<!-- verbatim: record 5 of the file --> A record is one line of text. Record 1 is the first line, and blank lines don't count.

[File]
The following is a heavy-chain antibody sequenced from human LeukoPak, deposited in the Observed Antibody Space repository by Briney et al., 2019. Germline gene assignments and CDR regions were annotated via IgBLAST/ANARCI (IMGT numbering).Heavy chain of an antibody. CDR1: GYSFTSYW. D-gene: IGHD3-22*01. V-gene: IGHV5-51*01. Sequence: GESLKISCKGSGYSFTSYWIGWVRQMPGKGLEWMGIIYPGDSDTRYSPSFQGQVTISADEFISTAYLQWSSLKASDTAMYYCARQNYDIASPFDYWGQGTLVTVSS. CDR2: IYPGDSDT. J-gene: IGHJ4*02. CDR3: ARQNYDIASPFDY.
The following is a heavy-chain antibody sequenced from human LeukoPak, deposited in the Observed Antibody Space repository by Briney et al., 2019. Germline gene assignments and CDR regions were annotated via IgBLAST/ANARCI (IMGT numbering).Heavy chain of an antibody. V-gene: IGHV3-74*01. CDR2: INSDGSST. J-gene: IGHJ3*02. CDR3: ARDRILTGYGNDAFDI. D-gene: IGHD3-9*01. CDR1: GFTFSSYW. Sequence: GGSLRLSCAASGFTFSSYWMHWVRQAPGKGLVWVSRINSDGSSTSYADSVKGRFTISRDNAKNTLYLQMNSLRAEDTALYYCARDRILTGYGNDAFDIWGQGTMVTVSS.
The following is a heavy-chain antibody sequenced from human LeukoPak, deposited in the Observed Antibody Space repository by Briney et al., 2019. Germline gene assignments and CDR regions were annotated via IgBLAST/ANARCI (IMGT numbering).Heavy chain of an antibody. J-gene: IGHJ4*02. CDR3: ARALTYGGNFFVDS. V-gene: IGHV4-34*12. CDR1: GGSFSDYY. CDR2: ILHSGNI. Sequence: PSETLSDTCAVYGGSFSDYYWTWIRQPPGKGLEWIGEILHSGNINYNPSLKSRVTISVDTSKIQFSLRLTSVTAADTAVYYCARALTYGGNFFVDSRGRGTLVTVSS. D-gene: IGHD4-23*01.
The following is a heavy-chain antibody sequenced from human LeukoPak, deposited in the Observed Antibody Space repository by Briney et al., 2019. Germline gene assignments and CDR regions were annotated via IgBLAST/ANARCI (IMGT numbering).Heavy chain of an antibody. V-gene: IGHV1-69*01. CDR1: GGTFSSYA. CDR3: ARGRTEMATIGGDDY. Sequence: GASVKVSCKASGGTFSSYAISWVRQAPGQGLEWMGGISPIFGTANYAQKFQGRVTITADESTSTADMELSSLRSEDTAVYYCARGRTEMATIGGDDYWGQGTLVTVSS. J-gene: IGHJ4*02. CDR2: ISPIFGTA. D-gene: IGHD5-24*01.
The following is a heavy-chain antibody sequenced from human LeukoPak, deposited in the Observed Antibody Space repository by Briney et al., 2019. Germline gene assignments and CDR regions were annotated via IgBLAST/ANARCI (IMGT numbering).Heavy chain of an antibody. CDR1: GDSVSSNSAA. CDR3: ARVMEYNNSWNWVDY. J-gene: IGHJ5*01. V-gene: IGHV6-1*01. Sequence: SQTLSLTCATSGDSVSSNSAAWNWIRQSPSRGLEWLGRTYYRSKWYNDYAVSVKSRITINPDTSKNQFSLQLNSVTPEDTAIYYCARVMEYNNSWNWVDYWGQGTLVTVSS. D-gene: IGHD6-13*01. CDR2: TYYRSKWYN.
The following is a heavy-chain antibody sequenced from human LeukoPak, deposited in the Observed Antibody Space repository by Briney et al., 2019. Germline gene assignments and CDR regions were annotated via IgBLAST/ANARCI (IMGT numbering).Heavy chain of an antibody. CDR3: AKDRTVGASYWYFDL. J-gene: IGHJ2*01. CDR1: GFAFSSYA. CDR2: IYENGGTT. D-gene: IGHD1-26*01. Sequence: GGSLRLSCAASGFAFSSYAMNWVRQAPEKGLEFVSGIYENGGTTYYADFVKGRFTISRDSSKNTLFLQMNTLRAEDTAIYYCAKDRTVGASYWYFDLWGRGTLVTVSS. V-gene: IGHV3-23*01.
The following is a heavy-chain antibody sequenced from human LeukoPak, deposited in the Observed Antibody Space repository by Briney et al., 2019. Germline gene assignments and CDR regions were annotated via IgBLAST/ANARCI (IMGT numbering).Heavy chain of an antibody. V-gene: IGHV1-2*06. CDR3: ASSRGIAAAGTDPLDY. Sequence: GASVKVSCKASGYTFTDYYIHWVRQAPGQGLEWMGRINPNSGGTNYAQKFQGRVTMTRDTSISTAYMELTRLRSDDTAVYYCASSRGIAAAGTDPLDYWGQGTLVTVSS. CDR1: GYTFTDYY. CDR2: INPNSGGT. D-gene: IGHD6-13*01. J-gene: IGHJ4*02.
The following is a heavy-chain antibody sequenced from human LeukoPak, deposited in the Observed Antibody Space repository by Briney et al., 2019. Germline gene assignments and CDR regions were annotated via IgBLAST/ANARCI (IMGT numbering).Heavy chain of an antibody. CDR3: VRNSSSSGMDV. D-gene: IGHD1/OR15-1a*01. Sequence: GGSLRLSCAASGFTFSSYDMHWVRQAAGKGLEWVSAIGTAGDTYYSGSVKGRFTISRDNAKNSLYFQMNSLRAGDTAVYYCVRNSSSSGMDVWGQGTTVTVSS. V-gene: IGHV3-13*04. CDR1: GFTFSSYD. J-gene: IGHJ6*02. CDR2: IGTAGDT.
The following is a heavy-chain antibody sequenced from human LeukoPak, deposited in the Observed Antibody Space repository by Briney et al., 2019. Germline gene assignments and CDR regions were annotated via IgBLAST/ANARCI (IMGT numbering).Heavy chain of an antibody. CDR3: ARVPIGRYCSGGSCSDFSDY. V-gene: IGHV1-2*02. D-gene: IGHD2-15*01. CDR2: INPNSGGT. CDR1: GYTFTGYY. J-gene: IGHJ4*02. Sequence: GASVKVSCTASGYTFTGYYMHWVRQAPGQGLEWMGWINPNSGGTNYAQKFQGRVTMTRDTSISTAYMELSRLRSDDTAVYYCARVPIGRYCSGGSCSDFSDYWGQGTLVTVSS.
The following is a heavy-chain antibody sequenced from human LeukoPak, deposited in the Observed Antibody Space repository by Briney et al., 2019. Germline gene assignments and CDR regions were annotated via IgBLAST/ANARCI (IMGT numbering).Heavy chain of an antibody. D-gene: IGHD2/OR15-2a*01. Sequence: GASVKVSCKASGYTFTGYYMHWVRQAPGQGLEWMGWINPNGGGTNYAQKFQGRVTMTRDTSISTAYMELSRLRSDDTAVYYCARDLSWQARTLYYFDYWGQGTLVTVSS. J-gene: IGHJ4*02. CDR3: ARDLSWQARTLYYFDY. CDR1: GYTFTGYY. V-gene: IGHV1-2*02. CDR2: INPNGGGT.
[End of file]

The following is a heavy-chain antibody sequenced from human LeukoPak, deposited in the Observed Antibody Space repository by Briney et al., 2019. Germline gene assignments and CDR regions were annotated via IgBLAST/ANARCI (IMGT numbering).Heavy chain of an antibody. CDR1: GDSVSSNSAA. CDR3: ARVMEYNNSWNWVDY. J-gene: IGHJ5*01. V-gene: IGHV6-1*01. Sequence: SQTLSLTCATSGDSVSSNSAAWNWIRQSPSRGLEWLGRTYYRSKWYNDYAVSVKSRITINPDTSKNQFSLQLNSVTPEDTAIYYCARVMEYNNSWNWVDYWGQGTLVTVSS. D-gene: IGHD6-13*01. CDR2: TYYRSKWYN.